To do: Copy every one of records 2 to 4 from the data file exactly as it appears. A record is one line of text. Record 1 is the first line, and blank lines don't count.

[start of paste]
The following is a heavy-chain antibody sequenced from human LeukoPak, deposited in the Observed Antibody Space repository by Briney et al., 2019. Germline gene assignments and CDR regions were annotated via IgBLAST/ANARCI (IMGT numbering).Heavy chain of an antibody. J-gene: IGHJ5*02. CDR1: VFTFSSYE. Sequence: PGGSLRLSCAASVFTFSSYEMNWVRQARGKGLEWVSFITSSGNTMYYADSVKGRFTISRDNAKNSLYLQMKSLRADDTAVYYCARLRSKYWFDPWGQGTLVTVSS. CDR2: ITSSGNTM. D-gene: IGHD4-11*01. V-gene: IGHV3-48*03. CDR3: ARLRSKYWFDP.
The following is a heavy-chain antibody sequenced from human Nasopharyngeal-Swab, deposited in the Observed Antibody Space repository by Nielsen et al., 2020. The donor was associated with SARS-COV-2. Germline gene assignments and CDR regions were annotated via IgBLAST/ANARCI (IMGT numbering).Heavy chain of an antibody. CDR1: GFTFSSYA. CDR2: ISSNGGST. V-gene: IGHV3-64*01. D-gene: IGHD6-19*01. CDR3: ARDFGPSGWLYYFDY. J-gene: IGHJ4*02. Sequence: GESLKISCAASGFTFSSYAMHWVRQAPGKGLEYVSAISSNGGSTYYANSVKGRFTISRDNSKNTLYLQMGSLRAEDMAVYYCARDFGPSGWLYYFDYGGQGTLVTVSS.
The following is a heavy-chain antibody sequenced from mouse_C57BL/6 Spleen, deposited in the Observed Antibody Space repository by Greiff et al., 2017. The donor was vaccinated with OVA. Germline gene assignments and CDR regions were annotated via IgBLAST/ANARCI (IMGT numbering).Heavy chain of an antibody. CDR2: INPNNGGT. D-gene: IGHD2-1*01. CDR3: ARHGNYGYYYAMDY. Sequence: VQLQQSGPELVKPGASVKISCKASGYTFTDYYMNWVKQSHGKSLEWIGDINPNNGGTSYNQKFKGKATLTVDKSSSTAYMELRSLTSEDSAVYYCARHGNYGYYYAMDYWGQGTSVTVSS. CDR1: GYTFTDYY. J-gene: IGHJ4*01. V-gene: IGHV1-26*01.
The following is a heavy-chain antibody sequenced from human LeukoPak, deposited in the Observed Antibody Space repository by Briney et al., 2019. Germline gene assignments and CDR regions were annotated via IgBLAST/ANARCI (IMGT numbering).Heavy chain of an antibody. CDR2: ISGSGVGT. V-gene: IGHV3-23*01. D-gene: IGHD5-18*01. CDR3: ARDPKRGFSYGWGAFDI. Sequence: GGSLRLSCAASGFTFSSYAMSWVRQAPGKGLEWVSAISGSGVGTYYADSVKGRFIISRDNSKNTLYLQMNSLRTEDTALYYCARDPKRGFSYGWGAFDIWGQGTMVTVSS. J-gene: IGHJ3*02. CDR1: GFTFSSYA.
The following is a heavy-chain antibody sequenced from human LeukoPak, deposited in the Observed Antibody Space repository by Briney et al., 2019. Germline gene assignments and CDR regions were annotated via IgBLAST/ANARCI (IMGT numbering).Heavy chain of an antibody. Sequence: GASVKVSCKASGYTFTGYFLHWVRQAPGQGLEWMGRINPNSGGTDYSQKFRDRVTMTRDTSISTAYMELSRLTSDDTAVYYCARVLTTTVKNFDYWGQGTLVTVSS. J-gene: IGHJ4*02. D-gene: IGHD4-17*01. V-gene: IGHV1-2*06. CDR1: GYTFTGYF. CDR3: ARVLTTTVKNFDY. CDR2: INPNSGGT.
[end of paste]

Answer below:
The following is a heavy-chain antibody sequenced from human Nasopharyngeal-Swab, deposited in the Observed Antibody Space repository by Nielsen et al., 2020. The donor was associated with SARS-COV-2. Germline gene assignments and CDR regions were annotated via IgBLAST/ANARCI (IMGT numbering).Heavy chain of an antibody. CDR1: GFTFSSYA. CDR2: ISSNGGST. V-gene: IGHV3-64*01. D-gene: IGHD6-19*01. CDR3: ARDFGPSGWLYYFDY. J-gene: IGHJ4*02. Sequence: GESLKISCAASGFTFSSYAMHWVRQAPGKGLEYVSAISSNGGSTYYANSVKGRFTISRDNSKNTLYLQMGSLRAEDMAVYYCARDFGPSGWLYYFDYGGQGTLVTVSS.
The following is a heavy-chain antibody sequenced from mouse_C57BL/6 Spleen, deposited in the Observed Antibody Space repository by Greiff et al., 2017. The donor was vaccinated with OVA. Germline gene assignments and CDR regions were annotated via IgBLAST/ANARCI (IMGT numbering).Heavy chain of an antibody. CDR2: INPNNGGT. D-gene: IGHD2-1*01. CDR3: ARHGNYGYYYAMDY. Sequence: VQLQQSGPELVKPGASVKISCKASGYTFTDYYMNWVKQSHGKSLEWIGDINPNNGGTSYNQKFKGKATLTVDKSSSTAYMELRSLTSEDSAVYYCARHGNYGYYYAMDYWGQGTSVTVSS. CDR1: GYTFTDYY. J-gene: IGHJ4*01. V-gene: IGHV1-26*01.
The following is a heavy-chain antibody sequenced from human LeukoPak, deposited in the Observed Antibody Space repository by Briney et al., 2019. Germline gene assignments and CDR regions were annotated via IgBLAST/ANARCI (IMGT numbering).Heavy chain of an antibody. CDR2: ISGSGVGT. V-gene: IGHV3-23*01. D-gene: IGHD5-18*01. CDR3: ARDPKRGFSYGWGAFDI. Sequence: GGSLRLSCAASGFTFSSYAMSWVRQAPGKGLEWVSAISGSGVGTYYADSVKGRFIISRDNSKNTLYLQMNSLRTEDTALYYCARDPKRGFSYGWGAFDIWGQGTMVTVSS. J-gene: IGHJ3*02. CDR1: GFTFSSYA.